Allowing main rotor rpm to decrease below the allowable range is one of the most dangerous situations a helicopter pilot can get into. Low-rotor rpm can occur at almost any time, and it's usually the result of improperly coordinating the collective and throttle. If a pilot waits for the rotor rpm to decrease, it's too late because the helicopter is now on the back side of its power curve. As the blade tips cone upwards because of the reduction in rotor rpm, the apparent area of the rotor disc, as seen from above, decreases. With less area, the rotor disc produces less lift, and the helicopter descends. If the pilot reacts to the loss of lift by raising the collective, the extra drag on the rotor blades slows them down even more. If the pilot of a light, piston-engine helicopter lets low-rotor rpm develop, merely opening the throttle may not produce enough engine power to overcome the rapidly rising drag on the rotor blades. If the helicopter is close to the ground, lowering the collective may be the last thing on a pilot's mind, but simultaneously lowering the collective and applying full throttle is the only sure way to recover the lost rotor rpm.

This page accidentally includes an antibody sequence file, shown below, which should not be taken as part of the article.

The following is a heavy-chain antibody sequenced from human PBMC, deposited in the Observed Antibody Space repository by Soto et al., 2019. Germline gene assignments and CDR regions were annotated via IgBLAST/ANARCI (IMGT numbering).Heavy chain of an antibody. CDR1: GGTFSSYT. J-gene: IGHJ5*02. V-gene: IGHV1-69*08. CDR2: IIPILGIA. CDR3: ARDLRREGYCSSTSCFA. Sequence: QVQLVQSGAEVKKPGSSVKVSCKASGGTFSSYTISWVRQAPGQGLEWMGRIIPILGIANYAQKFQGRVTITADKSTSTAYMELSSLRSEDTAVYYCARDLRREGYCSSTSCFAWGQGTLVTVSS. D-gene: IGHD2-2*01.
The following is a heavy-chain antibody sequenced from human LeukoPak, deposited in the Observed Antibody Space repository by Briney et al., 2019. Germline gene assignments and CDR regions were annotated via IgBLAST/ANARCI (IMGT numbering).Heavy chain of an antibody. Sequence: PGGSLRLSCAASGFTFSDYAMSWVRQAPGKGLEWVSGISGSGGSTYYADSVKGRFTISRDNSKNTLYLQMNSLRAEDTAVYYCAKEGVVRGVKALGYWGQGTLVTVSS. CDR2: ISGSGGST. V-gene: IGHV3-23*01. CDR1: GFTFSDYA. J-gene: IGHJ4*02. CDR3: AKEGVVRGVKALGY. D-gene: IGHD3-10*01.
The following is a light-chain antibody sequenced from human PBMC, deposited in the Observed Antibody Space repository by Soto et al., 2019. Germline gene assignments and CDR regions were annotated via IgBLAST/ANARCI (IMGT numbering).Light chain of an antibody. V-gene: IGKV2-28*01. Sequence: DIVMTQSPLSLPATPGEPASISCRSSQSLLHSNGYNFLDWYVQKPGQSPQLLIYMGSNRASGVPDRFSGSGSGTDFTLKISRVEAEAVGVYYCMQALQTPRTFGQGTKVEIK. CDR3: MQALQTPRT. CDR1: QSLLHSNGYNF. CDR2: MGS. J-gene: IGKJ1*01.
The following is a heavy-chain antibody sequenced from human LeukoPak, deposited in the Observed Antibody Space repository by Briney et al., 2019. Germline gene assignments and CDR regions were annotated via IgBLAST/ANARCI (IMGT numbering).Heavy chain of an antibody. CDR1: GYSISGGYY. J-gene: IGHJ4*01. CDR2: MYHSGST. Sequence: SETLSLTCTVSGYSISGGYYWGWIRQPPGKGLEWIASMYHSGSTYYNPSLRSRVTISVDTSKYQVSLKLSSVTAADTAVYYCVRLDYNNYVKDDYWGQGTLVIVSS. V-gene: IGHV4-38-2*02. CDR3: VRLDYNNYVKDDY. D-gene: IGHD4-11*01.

Low main rotor RPM is a dangerous condition that can occur when rotor RPM is not carefully monitored, or maximum power limitations are not observed. If the rotor RPM is allowed to decay too far, recovery may be impossible. In the event of a low rotor RPM condition, the pilot

should simultaneously apply full power and lower the collective until normal rotor RPM is achieved.

Pilot Information 





Airplane Rating(s):

Single-engine land; Single-engine

Seat Occupied:



sea; Multi-engine land; Multi-




engine sea



Other Aircraft Rating(s):


Restraint Used:


Instrument Rating(s):


Second Pilot Present:


Instructor Rating(s):